Bench Mark Survey 1997–98[edit]

The results of the Bench Mark Survey was organised in the tribal area of the Maharashtra State pertinent to the Madia Gond are tabulated hereunder.[nb 2][7]


female male total
38749 38156 76905


female male total
30.19 16.09 23.19

Occupation family wise

Agriculture Agriculture labour Forest labour Other Total Migration % BPL %
10444 2260 365 282 13351 34 91.08


  1. ^ [Gata means a field or plot.] system in which kharif crop is invariably light rice, generally sown broadcast; this is reaped in October, and the fields are again ploughed and cropped with gram, linseed and rabi pulses; occasionally wheat is the second crop. This system is quite distinct from the 'ordinary double-cropping, when pulses are sown as a catch-crop after rice; here, the light rice is a "catch" crop, and 'the second harvest is the more important; but the profits from the cultivation are high, because the out-turn of the rice is heavy, and the expenses of transplantation are saved.[1]
  2. ^ Bench Mark Survey At the instance of Central Government, the Bench Mark Survey was organised in the Tribal Area of the Maharashtra State with a view to collect factual information of the socio-economic conditions of the tribals. The survey was carried out in three levels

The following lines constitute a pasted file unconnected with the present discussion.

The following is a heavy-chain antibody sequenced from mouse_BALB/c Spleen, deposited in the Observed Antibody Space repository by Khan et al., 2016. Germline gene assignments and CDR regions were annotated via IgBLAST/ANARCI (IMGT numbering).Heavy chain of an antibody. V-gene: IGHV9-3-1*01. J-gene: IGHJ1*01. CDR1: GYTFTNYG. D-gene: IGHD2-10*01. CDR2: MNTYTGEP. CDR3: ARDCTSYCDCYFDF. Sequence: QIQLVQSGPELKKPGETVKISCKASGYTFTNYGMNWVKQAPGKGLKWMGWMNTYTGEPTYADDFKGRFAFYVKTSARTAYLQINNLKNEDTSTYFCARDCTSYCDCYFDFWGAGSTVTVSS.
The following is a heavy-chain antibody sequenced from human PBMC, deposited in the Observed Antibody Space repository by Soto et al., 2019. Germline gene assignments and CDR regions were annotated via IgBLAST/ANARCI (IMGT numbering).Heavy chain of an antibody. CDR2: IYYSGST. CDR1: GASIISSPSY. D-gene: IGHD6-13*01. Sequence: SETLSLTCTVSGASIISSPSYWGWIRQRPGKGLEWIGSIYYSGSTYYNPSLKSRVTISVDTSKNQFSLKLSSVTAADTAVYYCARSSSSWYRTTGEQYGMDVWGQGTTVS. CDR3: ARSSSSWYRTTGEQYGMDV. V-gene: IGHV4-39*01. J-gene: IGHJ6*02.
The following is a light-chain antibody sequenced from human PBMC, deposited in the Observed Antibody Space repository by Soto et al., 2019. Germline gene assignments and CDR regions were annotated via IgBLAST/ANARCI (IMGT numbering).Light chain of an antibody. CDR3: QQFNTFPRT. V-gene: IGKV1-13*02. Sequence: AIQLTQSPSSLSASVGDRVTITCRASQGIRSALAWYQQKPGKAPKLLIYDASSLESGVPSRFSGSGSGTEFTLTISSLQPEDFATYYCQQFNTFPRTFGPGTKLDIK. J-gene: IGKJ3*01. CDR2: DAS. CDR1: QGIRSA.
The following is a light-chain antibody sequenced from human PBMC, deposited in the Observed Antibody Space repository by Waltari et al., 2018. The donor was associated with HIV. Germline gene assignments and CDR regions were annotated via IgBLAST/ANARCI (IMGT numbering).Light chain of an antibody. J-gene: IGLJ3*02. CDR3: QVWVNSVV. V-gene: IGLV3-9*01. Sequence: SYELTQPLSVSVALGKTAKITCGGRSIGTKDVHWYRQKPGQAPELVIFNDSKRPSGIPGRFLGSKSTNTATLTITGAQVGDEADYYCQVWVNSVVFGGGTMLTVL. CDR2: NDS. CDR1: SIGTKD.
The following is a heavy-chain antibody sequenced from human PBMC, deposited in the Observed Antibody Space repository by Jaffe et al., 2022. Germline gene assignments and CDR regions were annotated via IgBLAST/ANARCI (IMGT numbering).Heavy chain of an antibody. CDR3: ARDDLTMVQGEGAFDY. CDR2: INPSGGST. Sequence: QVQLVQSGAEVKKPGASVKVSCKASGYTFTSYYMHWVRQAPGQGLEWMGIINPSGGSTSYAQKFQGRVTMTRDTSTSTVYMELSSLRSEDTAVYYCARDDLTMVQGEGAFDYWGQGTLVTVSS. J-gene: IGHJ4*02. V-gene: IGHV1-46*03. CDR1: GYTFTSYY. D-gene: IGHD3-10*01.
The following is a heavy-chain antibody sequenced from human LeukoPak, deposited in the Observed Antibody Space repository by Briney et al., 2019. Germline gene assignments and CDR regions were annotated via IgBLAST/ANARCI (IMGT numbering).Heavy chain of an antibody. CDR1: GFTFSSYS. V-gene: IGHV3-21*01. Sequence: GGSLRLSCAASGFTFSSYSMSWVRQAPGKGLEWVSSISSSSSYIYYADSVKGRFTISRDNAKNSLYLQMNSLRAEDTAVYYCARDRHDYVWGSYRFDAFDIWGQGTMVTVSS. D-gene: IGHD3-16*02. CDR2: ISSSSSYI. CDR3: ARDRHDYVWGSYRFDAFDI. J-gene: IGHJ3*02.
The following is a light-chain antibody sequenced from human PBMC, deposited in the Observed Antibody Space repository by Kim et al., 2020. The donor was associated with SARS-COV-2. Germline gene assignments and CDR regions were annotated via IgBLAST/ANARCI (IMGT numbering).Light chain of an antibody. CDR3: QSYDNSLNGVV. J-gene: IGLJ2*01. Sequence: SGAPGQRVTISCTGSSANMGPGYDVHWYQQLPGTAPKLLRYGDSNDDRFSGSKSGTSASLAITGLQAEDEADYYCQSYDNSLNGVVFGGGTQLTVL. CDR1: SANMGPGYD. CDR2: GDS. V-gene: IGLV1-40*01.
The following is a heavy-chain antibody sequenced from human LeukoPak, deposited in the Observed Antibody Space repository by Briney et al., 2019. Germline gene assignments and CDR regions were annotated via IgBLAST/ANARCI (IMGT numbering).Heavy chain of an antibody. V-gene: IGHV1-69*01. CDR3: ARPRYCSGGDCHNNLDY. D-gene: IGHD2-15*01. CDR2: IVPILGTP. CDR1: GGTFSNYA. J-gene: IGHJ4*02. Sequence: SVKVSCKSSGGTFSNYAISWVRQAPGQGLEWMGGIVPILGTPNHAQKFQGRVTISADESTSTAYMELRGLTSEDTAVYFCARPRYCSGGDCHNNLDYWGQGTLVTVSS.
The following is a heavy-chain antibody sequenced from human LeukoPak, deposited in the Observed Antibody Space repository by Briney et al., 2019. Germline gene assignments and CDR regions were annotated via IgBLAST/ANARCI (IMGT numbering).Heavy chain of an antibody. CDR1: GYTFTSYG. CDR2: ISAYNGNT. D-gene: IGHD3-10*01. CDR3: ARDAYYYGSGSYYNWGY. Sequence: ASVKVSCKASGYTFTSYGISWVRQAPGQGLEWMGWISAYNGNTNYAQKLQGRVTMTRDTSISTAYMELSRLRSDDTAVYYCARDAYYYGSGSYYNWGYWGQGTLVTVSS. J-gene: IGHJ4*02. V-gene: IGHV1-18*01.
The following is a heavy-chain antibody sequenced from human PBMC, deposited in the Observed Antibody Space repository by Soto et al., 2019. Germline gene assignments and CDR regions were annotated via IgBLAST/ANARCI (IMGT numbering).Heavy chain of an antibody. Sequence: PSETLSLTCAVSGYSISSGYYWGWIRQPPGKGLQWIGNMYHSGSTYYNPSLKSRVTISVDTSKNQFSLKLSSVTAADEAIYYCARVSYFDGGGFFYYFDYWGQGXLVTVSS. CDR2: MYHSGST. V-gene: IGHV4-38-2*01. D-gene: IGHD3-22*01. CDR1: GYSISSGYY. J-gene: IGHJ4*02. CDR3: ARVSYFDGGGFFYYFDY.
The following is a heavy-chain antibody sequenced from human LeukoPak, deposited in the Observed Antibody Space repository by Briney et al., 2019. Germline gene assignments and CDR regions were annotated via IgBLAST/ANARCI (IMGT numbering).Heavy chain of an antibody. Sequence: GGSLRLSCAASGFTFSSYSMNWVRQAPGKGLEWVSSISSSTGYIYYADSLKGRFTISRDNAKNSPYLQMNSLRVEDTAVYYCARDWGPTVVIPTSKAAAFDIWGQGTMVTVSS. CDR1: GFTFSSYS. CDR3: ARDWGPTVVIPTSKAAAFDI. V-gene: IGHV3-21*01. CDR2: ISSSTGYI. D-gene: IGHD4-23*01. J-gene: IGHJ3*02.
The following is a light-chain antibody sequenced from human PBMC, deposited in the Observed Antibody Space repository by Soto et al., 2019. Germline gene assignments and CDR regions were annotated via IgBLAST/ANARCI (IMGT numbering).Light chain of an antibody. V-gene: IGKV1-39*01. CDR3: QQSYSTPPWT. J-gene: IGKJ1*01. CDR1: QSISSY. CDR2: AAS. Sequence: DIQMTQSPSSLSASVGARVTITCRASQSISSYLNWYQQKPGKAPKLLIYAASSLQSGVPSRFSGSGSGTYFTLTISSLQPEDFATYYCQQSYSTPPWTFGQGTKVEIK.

1. Village Level
    2. Pada (hamlet) Level
    3. Household Level
    Three distinct type of survey schedules were designed and canvassed. The assistance of field level staff of Tribal Development Department was taken to fill in the survey schedules. The survey was restricted to tribal households only. Accordingly the survey has encompassed 8,338 villages and their hamlets and about 650,000 tribal households in the Tribal Area of the State. The field work was completed in the year 1997–98. Data processing was completed in the year 1999–2000.[7]


  1. ^ a b c d e Chanda District Gaztteer
  3. ^ Malekar, Anosh (June 2006). "Gadchiroli: Inside the Red Line". InfoChange News & Features. Retrieved 5 March 2009.
  4. ^ Manohar V. B, Eka Nakshalwadya cha Janma
  5. ^ "Maria". Ethnologue. Retrieved 1 April 2015.
  6. ^ Anuja, Geetali (2002). "Living Megalithic practices amongst the Madia gonds of Bhamragad, District Gadchiroli, Maharashtra". Puratattva. 32 (1): 244.
  7. ^ a b c "Archived copy" (PDF). Archived from the original (PDF) on 19 March 2009. Retrieved 25 February 2009. Cite uses deprecated parameter |deadurl= (help)CS1 maint: archived copy as title (link)
  8. ^
  9. ^ "Yahoo! Groups". Retrieved 1 April 2015.
  10. ^ .The School that Built Many Lives, By Brishti Bandyopadhyay
  11. ^ People of India. Retrieved 1 April 2015.
  12. ^
  13. ^ ."Manhood, Femaleness, and Power: A Cultural Analysis of Prehistoric Images of Reproduction". Comparative Studies in Society and History. Uli Linke. 34: 579–620. October 1992. doi:10.1017/s0010417500018004. JSTOR 179348.
  14. ^ Guerilla zone, Cover Story, Frontline, Volume 22 – Issue 21, Oct. 08 – 21, 2005 DIONNE BUNSHA in Gadchiroli Archived 21 February 2009 at the Wayback Machine